Car Insurance Coverage: Everything You Need to Know
We break down the basics of car insurance in Ontario.
Types of car insurance coverage in Ontario
The first thing you should know about driving in Ontario is that basic car insurance coverage is mandatory for all Canadian drivers.
Basic car insurance includes protection from the cost of damages as a result of a collision. A basic car insurance package includes:
- Third-Party Liability Coverage – Money to pay for damages incurred by someone not involved in the incident, like if you drive through a restaurant window.
- Statutory Accident Benefits Coverage – Money to pay for your medical care if you’re injured in a collision.
- Direct Compensation – Money to repair your car if you were in a collision that wasn’t your fault.
- Uninsured Automobile Coverage – Money to cover your costs if another driver involved the incident doesn’t have car insurance coverage.
As you can see from what’s covered by basic car insurance, it protects you against situations that were either not your fault or out of your control.
But what about situations where you were fully or partially at fault? This is where optional coverage will come in handy. And when we say optional, what we really mean is “can’t recommend strongly enough.
What’s usually covered when I get car insurance?Most drivers in Ontario will add some (if not all) of the available options to their car insurance package. These options include:
Collision insuranceSimilar to Direct Compensation coverage in that it covers the cost of damages, collision insurance covers the percentage of damages that you are responsible to pay, based on what percentage of the incident is deemed your fault.
It also covers any damage sustained to your vehicle in a single car collision, like if you drive into a tree or signpost.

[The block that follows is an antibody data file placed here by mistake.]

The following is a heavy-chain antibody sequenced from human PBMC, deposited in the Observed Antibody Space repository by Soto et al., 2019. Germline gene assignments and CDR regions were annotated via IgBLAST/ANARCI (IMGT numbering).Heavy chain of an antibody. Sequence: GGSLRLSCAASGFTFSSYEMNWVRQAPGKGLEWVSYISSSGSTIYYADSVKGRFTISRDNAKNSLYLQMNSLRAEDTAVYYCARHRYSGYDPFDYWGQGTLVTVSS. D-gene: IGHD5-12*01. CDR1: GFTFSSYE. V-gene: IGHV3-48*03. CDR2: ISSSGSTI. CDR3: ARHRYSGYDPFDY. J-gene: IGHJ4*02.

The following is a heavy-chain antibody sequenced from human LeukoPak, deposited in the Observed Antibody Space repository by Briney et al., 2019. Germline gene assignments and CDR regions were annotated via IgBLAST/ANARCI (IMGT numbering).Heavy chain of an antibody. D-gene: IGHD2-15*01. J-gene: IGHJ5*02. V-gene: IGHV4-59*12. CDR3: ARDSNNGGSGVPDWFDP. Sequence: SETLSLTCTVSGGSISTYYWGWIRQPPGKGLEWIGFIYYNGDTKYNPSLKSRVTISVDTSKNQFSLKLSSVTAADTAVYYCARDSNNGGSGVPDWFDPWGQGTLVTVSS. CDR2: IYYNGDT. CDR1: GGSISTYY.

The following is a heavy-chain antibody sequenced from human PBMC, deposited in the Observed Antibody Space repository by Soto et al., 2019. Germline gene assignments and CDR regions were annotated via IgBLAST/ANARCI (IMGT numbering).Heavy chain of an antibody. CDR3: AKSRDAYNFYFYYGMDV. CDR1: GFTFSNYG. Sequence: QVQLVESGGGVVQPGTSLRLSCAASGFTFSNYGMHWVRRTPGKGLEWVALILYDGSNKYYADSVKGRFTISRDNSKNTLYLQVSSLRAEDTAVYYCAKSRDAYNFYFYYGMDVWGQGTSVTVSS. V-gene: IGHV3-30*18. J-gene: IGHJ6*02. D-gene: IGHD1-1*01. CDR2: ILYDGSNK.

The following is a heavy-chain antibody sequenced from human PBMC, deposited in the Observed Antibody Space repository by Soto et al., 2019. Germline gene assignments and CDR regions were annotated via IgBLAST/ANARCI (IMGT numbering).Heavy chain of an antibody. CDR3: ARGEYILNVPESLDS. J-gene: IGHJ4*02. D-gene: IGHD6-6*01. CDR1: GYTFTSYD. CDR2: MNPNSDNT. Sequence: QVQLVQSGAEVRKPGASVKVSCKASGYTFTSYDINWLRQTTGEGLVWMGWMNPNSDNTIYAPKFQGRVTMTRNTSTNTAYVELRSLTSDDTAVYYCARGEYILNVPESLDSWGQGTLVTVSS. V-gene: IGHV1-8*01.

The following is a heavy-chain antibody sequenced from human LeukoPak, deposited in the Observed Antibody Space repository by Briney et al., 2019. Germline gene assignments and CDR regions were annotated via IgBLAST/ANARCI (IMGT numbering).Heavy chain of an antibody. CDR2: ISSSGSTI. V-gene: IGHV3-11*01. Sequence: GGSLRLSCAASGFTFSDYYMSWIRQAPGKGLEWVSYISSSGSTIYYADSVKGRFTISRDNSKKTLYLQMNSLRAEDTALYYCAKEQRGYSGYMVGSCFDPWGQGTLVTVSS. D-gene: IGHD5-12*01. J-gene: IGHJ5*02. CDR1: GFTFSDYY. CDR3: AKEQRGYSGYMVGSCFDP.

Collision insurance averages $500 to $700, but can be more expensive if you own a high-end vehicle. Keep in mind that you can always lower your collision insurance premiums by agreeing to pay a higher deductible.
Comprehensive car insurance
Comprehensive car insurance kicks in to cover the costs of non-collision-related damage to your vehicle. While the cause could be anything from a flying golf ball to an alien invasion, the most common situations covered by comprehensive car insurance are:
- Falling objects
- Flying debris
- Harsh weather
- Natural disasters
Comprehensive coverage costs around $100 to $300 per year on average.
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Third-party liability car insuranceYou have third-party liability as part of your basic mandatory package up to $200,000. But, depending on the kind of collision you’re in, where you have it, who’s in the other vehicle and who else got hurt (i.e., pedestrians, cyclists), you could blow through that $200K quickly on medical treatment, lost wages, funeral expenses, vehicle repairs, property damage and/or additional lawsuits.
For these reasons, it’s often recommended that drivers opt to increase their coverage to at least $1,000,000.
Uninsured motorist coverageThis is also part of your basic coverage (also with a default limit of $200,000), and probably won’t be enough coverage if damages are extensive.
To increase your limit, you’d add a family protection rider, which would match the limit on your liability insurance. This means that if you’ve opted for $1,000,000 or more of liability coverage, then you’ll have the same amount for your emergency funds.
Does my insurance cover me in another car?Yes and no.
Car insurance follows the car, not the driver. So if you get into a collision driving someone else’s car, their insurance will cover it as long as you:
• Have a valid driver’s licence
• Are driving with the vehicle owner’s permission
• Do not have a motor-vehicle-related criminal record
But if you don’t have insurance, and the owner of the car comes after you personally for damages related to a jump in their premiums, you’d have to cover that out of pocket. Those costs would fall under your car insurance coverage.
What is full coverage insurance?If you’re in a collision and the other person says they have full coverage, what does that mean? In Ontario, it doesn’t actually mean anything. No coverage is “full” because you always add more to your coverage if you want. What they probably mean is that they have more liability coverage.
The difference between liability and full coverage insuranceLiability coverage can actually be added to your policy, where as full coverage is how some people refer to their policy.
Once you’re properly insured, get out there and see every one of those 190,000 km of road.